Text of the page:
during the week. We sit around a table in a bright sunny room, with a
large bay-window filled with green plants. On each side of the window
are book-cases, and behind the glass doors of one of these you can see
beautiful dolls, kittens, dogs, elephants, and a variety of other works
of art. These are our "pretty things," which were, most truly, "born to
be admired." A deep locked drawer under the shelves contains the raw
material from which our wonders are made, and in the southeast corner of
it is safely hidden the bank in which our precious pennies are kept.
During the first half hour we work, make plans, and exchange ideas. Then
comes the request, "Please tell us a story; tell us about when you were
a little girl." And as I am a very obedient "manager," I do as I am
At half past twelve we go into the dining-room, where we have "a picnic
in the woods." The big table represents a shady grove, the sideboard is
a hill, a large ivy at one end of the room is a summer-house, and we sit
on rocks and fallen trees. This gives us a little change of air, and, as
everybody knows, change of air gives people a good appetite.
When our picnic is over, we go to work again, and as we are all in
pretty high spirits, we are very funny and witty, if not very wise. We
relate anecdotes, recite short "pieces," sing, guess riddles and
conundrums, we play "our minister's cat," and other games, and, as Louis
says, "we have jolly old times.".
Speaking of picnics reminds me of something that happened at our last
meeting. The Saturday before, I had told my little friends about the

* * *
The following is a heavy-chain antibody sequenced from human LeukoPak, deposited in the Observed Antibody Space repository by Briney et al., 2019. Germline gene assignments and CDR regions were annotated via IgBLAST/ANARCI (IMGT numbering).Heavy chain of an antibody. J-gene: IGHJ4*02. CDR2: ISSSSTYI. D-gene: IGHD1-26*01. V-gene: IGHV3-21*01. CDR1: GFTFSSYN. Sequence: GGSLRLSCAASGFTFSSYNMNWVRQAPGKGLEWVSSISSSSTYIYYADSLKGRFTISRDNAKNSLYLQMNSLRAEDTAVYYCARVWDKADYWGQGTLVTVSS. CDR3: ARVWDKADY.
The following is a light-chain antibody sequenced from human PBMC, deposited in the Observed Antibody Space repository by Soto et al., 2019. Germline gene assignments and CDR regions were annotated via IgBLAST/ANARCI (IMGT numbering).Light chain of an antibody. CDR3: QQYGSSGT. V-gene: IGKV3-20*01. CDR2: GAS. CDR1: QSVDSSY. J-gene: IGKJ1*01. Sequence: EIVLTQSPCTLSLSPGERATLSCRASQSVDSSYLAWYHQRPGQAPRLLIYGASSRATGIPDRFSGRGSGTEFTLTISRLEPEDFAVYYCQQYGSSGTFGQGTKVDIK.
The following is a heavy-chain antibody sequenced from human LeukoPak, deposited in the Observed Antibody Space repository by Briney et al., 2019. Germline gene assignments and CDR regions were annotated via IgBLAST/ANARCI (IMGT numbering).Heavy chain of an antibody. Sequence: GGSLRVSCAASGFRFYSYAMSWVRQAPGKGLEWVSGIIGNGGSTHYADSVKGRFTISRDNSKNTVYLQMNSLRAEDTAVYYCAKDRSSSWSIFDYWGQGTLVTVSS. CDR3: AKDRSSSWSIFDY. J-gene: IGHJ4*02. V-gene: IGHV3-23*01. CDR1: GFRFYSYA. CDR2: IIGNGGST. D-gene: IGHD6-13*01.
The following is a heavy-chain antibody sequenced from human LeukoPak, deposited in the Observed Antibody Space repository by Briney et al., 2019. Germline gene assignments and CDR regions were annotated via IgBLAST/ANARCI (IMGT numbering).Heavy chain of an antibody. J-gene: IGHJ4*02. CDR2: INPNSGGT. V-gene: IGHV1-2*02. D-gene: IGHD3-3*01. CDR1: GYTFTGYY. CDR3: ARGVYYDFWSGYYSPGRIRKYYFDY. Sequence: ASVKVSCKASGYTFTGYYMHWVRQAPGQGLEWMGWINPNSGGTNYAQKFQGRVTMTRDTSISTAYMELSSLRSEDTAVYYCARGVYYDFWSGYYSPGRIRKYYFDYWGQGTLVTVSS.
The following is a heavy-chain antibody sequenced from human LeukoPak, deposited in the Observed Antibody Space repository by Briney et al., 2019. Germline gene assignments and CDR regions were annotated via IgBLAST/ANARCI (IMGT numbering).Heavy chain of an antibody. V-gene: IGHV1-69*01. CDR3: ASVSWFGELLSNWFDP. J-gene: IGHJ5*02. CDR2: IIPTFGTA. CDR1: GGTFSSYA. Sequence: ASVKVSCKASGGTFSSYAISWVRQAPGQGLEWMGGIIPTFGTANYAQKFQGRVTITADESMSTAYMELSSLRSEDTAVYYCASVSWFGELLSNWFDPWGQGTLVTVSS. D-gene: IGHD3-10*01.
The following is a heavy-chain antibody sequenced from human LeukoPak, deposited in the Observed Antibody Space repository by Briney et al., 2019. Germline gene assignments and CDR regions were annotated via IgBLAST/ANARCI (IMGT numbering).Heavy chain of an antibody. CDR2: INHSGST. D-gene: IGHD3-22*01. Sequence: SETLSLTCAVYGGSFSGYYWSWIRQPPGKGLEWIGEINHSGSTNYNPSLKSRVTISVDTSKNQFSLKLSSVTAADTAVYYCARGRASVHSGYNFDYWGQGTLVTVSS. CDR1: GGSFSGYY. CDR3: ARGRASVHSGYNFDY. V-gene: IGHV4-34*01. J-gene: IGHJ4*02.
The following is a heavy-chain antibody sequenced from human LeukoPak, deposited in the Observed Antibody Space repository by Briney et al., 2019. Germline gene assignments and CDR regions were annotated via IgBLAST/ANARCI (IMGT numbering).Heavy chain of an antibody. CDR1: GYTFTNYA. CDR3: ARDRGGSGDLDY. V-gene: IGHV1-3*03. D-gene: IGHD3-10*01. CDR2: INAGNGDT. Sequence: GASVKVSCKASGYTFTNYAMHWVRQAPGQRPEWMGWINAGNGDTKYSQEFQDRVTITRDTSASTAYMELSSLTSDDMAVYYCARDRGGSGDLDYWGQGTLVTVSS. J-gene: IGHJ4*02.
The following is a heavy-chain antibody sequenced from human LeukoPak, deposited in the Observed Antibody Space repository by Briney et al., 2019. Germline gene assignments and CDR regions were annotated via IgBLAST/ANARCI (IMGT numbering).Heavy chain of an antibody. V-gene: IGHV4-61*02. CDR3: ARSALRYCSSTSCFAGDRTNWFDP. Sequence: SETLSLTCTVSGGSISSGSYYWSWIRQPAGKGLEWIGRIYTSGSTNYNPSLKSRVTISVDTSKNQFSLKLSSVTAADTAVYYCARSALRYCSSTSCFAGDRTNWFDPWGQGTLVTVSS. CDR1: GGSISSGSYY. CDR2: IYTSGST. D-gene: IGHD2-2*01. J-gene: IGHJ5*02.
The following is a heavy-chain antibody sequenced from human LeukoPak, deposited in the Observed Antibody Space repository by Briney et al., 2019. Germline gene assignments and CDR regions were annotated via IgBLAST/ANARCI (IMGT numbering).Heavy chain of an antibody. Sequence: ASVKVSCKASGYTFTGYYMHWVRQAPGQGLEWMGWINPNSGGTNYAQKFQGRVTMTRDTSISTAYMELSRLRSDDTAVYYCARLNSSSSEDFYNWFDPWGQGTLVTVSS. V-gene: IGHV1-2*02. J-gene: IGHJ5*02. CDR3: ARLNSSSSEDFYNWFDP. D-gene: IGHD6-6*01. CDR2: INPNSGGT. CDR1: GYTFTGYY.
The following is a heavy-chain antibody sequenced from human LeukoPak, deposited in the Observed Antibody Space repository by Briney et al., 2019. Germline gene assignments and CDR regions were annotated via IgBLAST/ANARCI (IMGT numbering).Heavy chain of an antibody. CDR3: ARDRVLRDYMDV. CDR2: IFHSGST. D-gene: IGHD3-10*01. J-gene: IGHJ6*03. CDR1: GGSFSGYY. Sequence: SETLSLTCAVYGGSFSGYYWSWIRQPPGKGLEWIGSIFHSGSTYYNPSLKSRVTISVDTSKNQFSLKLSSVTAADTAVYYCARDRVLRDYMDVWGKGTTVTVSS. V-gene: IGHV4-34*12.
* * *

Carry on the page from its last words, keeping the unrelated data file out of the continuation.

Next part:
French apple-tarts my grandmother used to make for me—"little pies,"
she called them. And as every member of the club wanted to know how they
were made, I wrote nine short recipes, so that they would be sure to
This gave me a good idea for "a secret."
When we went to the dining-room last Saturday, the children were
surprised to find the table covered with a red cloth which was evidently
Then I made a little speech: "We will not have a picnic to-day, but we
will eat our lunch quietly on the top of our shady grove. Guess what I
have for you."
"And guess what we have for you," answered nine little voices.
Instead of guessing, I lifted the cloth, while they opened their
lunch-baskets. Then we all stared, and said, "Oh!"—a great big Oh!—for
in a moment the table was all covered with apple-tarts, and in the
middle of the tarts there was a large round apple-pie. You see, I had
made the big pie for the children to eat, and several tarts to be taken
home to their mothers; and they had all tried my recipe, and made
tarts for the children, and some for me. So we had fifty-six tarts and
It would take too long to tell you everything about our little club; but
so far it has been a success; and we have learned by experience how much
pleasure can be given to others with a little trouble, and a great deal
As we shall not be able to do much sewing when the warm weather comes,
we intend to do garden-work, and send plants and flowers to our little
friends who have no gardens of their own. We are already making
delightful plans for flower beds, hanging baskets, and window boxes,
filled with nasturtiums, sweet-peas, and mignonette. And our plans look
so beautiful on paper that I can almost smell the flowers.
And now do you not think that we were right to call our club the "Happy